Explore the Fourth: July 2, 2020 Newsletter
Jul 02, 2020 08:30AM
By Daisy Hutzell-Rodman
The Fourth of July traditionally means concerts, picnics in the park, large fireworks shows, carnivals, and more. But this year will be a bit less traditional, with social change, social distancing, and fewer events, including some quick jaunts. As always, Omaha Magazine is here with the scoop on five events happening. Most are traditional, but for those who don't feel like celebrating right now, we have something for you too.
We added some info about firing off your own explosives as well. As always, check before heading out for events' social distancing guidelines. And remember that there are people (and pets) who do not enjoy this holiday. Please be considerate and responsible.
Friday, July 3: Baseball is America's sport, and fans can delight in watching a double-header on July 3 at Werner Park. The Royal Blue Dogs will face the Rail Riders, to be followed by the Filthballers against the Bombers. Following the double-header is the FNBO Independence Fireworks Spectacular, slated to begin around 9:30 p.m. Star 104.5 FM will choreograph the music to the fireworks. Tickets are on sale now and can be bought by calling 402-738-5100. Tickets to the baseball game are $10 each. Tickets to watch the Fireworks Spectacular are $5 each. More information can be found here.
Saturday, July 4: While many people choose to celebrate the Fourth of July with fireworks, food, and drinks, it’s important to remember that we aren’t all equally free. If you would like to do something to work toward that end, join Change of Omaha at Memorial Park to learn how. For more details, and to see who the speakers will be, click here.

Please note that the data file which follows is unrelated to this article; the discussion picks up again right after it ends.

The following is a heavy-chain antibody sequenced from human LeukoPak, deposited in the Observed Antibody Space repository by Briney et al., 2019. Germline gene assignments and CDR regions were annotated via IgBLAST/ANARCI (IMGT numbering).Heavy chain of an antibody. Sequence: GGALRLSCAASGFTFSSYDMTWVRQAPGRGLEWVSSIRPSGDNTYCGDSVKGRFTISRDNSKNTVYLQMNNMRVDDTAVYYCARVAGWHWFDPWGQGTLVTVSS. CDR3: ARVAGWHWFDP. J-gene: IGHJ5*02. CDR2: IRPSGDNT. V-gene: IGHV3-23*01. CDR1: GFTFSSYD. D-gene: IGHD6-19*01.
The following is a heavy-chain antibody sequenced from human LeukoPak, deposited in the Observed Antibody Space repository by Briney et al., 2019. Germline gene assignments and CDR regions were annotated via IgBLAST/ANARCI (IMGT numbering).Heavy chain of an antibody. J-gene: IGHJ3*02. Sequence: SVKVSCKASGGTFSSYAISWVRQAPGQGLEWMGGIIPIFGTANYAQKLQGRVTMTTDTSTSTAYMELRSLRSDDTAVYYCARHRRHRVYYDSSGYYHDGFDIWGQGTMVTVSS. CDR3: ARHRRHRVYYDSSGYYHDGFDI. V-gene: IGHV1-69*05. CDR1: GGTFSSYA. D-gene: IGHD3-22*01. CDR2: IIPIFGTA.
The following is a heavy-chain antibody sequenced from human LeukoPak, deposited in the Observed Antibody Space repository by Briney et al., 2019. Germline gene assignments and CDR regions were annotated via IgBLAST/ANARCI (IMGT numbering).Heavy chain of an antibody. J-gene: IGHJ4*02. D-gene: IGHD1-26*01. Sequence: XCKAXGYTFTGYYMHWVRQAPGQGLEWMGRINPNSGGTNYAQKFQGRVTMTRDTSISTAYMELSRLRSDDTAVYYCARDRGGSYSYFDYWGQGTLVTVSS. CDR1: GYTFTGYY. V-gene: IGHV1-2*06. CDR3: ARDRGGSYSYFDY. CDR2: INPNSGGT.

Friday, July 3 and Saturday, July 4: This vineyard in Nehawka is continuing with their summer concert series. Music lovers can enjoy bands from 7-10 p.m. 37 Years performs July 3, and The Private Stock will perform on July 4. A limited menu is available, masks required when ordering food and beverages. No fireworks, but lots of fun. Check out all the info here.
Saturday, July 4: The quaint town of Brownville is hosting their traditional Fourth of July Freedom Day event with food, music, a patriotic speaker, and fireworks. The museums will be open starting at 1 p.m., with food available at 5 p.m. and the speech and music at 7 p.m. All the details are here.
Saturday, July 4: The town of Murray usually celebrates the holiday with its Freedom Festival and fireworks, a big festival with a parade, 5K run, car show, and more. This year's festival events are canceled, but the fireworks will still be happening, starting around 9 p.m., and can be viewed from your car. Masks are required. More info can be found here.
OK—we know some of you are closet pyros, and this weekend is your chance to prove it. With fewer formal Fourth of July events, this year is going to be a big one for celebrating at home. But please, be safe and legal. We want to see you with all your fingers and toes next week. Here's the information for purchasing and shooting off fireworks in various metro areas.
Bellevue and Papillion: fireworks can be purchased and discharged 8 a.m. to 10 p.m. through July 3, and 8 a.m. to 11:59 p.m. July 4.
Council Bluffs: fireworks can be purchased through July 8, but can only be discharged July 2 from 6-11 p.m., and July 3-4 from noon to 11 p.m.
Gretna: fireworks can be purchased and discharged 10 a.m. to 10 p.m. through July 3, and from 10 a.m. to midnight July 4.
La Vista: fireworks can be purchased through July 4, and can be discharged from 11 a.m. to 10 p.m. now through July 2, and 11 a.m. to 11 p.m. July 3-4.
Omaha: fireworks can be purchased through July 4, but only discharged from noon to 11 p.m. July 2-4.
Ralston: fireworks can be purchased through July 4, and can be discharged from 9 a.m. to 10:30 p.m. through July 3, and from 9 a.m. to 11:59 p.m. July 4.